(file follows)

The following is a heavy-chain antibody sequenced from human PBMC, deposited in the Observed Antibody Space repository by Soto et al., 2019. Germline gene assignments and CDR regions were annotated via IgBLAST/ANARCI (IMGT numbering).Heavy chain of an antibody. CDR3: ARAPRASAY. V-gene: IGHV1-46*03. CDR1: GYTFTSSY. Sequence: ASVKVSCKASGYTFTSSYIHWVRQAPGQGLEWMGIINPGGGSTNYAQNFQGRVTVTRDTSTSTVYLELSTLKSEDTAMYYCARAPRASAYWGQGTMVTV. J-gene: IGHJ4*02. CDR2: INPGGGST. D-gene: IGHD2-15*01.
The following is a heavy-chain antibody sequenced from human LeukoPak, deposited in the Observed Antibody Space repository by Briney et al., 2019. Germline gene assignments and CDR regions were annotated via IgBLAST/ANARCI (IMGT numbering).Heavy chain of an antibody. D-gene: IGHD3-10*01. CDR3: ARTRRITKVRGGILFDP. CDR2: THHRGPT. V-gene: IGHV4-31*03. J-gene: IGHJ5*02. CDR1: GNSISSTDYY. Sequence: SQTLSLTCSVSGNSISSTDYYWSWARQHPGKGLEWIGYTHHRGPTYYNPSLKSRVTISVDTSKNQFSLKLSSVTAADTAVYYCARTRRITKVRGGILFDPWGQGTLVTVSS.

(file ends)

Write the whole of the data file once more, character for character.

The following is a heavy-chain antibody sequenced from human PBMC, deposited in the Observed Antibody Space repository by Soto et al., 2019. Germline gene assignments and CDR regions were annotated via IgBLAST/ANARCI (IMGT numbering).Heavy chain of an antibody. CDR3: ARAPRASAY. V-gene: IGHV1-46*03. CDR1: GYTFTSSY. Sequence: ASVKVSCKASGYTFTSSYIHWVRQAPGQGLEWMGIINPGGGSTNYAQNFQGRVTVTRDTSTSTVYLELSTLKSEDTAMYYCARAPRASAYWGQGTMVTV. J-gene: IGHJ4*02. CDR2: INPGGGST. D-gene: IGHD2-15*01.
The following is a heavy-chain antibody sequenced from human LeukoPak, deposited in the Observed Antibody Space repository by Briney et al., 2019. Germline gene assignments and CDR regions were annotated via IgBLAST/ANARCI (IMGT numbering).Heavy chain of an antibody. D-gene: IGHD3-10*01. CDR3: ARTRRITKVRGGILFDP. CDR2: THHRGPT. V-gene: IGHV4-31*03. J-gene: IGHJ5*02. CDR1: GNSISSTDYY. Sequence: SQTLSLTCSVSGNSISSTDYYWSWARQHPGKGLEWIGYTHHRGPTYYNPSLKSRVTISVDTSKNQFSLKLSSVTAADTAVYYCARTRRITKVRGGILFDPWGQGTLVTVSS.